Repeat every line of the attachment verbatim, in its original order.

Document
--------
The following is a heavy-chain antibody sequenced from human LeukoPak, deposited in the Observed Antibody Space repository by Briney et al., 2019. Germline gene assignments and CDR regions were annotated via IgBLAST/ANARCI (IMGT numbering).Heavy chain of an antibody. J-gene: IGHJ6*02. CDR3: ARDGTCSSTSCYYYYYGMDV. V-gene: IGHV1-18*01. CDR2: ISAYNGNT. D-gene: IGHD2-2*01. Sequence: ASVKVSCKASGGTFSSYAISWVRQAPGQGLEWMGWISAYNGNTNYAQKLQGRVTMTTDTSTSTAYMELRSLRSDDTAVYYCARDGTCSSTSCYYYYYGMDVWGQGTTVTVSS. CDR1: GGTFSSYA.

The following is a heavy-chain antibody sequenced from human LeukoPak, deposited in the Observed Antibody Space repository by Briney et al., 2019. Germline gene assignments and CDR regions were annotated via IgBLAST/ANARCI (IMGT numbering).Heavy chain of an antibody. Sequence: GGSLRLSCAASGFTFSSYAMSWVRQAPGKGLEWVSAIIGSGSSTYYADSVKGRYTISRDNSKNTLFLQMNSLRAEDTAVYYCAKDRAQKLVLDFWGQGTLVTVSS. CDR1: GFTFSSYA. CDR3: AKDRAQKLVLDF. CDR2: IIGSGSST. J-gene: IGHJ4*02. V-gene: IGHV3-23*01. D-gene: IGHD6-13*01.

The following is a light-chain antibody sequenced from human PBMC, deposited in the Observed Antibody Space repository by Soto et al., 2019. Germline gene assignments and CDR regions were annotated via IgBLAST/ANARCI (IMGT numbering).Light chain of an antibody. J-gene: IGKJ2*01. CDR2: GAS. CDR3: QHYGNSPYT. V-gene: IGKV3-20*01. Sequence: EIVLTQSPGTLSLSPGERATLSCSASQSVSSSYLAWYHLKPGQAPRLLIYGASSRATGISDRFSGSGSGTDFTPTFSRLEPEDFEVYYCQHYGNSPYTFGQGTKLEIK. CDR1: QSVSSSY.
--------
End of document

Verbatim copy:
The following is a heavy-chain antibody sequenced from human LeukoPak, deposited in the Observed Antibody Space repository by Briney et al., 2019. Germline gene assignments and CDR regions were annotated via IgBLAST/ANARCI (IMGT numbering).Heavy chain of an antibody. J-gene: IGHJ6*02. CDR3: ARDGTCSSTSCYYYYYGMDV. V-gene: IGHV1-18*01. CDR2: ISAYNGNT. D-gene: IGHD2-2*01. Sequence: ASVKVSCKASGGTFSSYAISWVRQAPGQGLEWMGWISAYNGNTNYAQKLQGRVTMTTDTSTSTAYMELRSLRSDDTAVYYCARDGTCSSTSCYYYYYGMDVWGQGTTVTVSS. CDR1: GGTFSSYA.

The following is a heavy-chain antibody sequenced from human LeukoPak, deposited in the Observed Antibody Space repository by Briney et al., 2019. Germline gene assignments and CDR regions were annotated via IgBLAST/ANARCI (IMGT numbering).Heavy chain of an antibody. Sequence: GGSLRLSCAASGFTFSSYAMSWVRQAPGKGLEWVSAIIGSGSSTYYADSVKGRYTISRDNSKNTLFLQMNSLRAEDTAVYYCAKDRAQKLVLDFWGQGTLVTVSS. CDR1: GFTFSSYA. CDR3: AKDRAQKLVLDF. CDR2: IIGSGSST. J-gene: IGHJ4*02. V-gene: IGHV3-23*01. D-gene: IGHD6-13*01.

The following is a light-chain antibody sequenced from human PBMC, deposited in the Observed Antibody Space repository by Soto et al., 2019. Germline gene assignments and CDR regions were annotated via IgBLAST/ANARCI (IMGT numbering).Light chain of an antibody. J-gene: IGKJ2*01. CDR2: GAS. CDR3: QHYGNSPYT. V-gene: IGKV3-20*01. Sequence: EIVLTQSPGTLSLSPGERATLSCSASQSVSSSYLAWYHLKPGQAPRLLIYGASSRATGISDRFSGSGSGTDFTPTFSRLEPEDFEVYYCQHYGNSPYTFGQGTKLEIK. CDR1: QSVSSSY.